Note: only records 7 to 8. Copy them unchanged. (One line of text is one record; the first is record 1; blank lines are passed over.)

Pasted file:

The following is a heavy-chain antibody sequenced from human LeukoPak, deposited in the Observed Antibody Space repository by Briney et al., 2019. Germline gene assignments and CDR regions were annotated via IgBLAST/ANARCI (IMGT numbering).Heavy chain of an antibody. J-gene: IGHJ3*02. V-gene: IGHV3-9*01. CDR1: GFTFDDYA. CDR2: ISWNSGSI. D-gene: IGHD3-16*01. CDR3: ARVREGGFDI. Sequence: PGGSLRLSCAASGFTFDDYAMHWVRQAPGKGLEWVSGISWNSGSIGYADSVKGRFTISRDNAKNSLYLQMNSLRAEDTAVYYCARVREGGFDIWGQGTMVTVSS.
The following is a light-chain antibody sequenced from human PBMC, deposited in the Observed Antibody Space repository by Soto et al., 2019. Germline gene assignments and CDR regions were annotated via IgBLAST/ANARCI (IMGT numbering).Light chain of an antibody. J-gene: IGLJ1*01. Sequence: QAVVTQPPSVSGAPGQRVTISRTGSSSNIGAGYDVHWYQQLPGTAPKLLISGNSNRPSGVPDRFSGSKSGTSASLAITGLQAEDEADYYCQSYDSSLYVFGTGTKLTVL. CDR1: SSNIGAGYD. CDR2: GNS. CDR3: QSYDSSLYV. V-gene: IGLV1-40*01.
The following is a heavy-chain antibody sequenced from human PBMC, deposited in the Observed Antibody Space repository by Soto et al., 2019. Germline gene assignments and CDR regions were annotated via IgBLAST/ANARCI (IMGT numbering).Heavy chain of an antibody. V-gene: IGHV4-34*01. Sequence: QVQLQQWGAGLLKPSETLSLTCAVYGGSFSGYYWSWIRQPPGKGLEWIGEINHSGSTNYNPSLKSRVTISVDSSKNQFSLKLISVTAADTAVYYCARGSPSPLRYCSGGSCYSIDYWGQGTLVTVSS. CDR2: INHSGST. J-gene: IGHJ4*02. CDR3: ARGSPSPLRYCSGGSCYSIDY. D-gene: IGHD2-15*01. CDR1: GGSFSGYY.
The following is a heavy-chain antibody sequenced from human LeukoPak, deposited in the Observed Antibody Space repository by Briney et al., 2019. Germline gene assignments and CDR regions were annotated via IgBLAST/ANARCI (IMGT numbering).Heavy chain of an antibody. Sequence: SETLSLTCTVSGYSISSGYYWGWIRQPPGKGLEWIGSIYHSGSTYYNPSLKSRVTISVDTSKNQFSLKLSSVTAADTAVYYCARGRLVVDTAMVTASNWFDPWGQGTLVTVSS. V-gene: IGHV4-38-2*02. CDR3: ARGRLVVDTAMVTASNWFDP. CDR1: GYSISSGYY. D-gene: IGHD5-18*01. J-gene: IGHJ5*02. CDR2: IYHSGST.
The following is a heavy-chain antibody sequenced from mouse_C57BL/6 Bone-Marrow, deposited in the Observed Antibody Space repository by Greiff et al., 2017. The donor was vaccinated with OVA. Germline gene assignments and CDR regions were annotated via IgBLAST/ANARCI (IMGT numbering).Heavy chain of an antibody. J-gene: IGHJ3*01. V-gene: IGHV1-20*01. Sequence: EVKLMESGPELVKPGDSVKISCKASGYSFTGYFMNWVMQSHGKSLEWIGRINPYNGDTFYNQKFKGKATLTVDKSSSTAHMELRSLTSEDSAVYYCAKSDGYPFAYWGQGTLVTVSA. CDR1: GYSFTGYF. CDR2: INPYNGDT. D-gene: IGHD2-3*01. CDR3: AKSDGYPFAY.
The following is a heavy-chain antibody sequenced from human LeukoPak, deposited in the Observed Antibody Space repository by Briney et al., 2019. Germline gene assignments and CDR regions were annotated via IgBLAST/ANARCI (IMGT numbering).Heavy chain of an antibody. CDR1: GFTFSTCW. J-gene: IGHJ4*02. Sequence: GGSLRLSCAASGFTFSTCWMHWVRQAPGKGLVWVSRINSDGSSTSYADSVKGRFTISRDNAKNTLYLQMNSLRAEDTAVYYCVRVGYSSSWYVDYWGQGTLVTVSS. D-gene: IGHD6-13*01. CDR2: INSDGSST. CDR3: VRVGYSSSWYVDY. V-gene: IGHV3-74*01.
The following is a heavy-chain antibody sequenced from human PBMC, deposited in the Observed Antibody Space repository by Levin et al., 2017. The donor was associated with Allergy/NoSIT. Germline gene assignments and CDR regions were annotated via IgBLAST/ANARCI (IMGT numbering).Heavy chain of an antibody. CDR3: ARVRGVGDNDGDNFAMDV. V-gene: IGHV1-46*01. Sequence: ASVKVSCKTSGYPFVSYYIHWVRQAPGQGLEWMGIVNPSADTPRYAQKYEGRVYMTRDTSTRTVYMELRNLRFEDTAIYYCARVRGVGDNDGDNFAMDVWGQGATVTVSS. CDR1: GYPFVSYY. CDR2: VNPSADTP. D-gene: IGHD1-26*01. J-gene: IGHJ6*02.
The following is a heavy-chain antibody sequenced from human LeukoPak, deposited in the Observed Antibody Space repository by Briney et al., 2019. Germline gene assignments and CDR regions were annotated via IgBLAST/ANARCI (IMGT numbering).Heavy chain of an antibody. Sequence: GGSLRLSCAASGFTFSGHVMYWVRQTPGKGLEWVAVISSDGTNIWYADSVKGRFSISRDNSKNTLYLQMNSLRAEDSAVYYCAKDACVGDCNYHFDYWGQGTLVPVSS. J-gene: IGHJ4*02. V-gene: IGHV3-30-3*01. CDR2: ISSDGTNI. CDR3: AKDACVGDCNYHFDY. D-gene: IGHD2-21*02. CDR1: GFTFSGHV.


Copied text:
The following is a heavy-chain antibody sequenced from human PBMC, deposited in the Observed Antibody Space repository by Levin et al., 2017. The donor was associated with Allergy/NoSIT. Germline gene assignments and CDR regions were annotated via IgBLAST/ANARCI (IMGT numbering).Heavy chain of an antibody. CDR3: ARVRGVGDNDGDNFAMDV. V-gene: IGHV1-46*01. Sequence: ASVKVSCKTSGYPFVSYYIHWVRQAPGQGLEWMGIVNPSADTPRYAQKYEGRVYMTRDTSTRTVYMELRNLRFEDTAIYYCARVRGVGDNDGDNFAMDVWGQGATVTVSS. CDR1: GYPFVSYY. CDR2: VNPSADTP. D-gene: IGHD1-26*01. J-gene: IGHJ6*02.
The following is a heavy-chain antibody sequenced from human LeukoPak, deposited in the Observed Antibody Space repository by Briney et al., 2019. Germline gene assignments and CDR regions were annotated via IgBLAST/ANARCI (IMGT numbering).Heavy chain of an antibody. Sequence: GGSLRLSCAASGFTFSGHVMYWVRQTPGKGLEWVAVISSDGTNIWYADSVKGRFSISRDNSKNTLYLQMNSLRAEDSAVYYCAKDACVGDCNYHFDYWGQGTLVPVSS. J-gene: IGHJ4*02. V-gene: IGHV3-30-3*01. CDR2: ISSDGTNI. CDR3: AKDACVGDCNYHFDY. D-gene: IGHD2-21*02. CDR1: GFTFSGHV.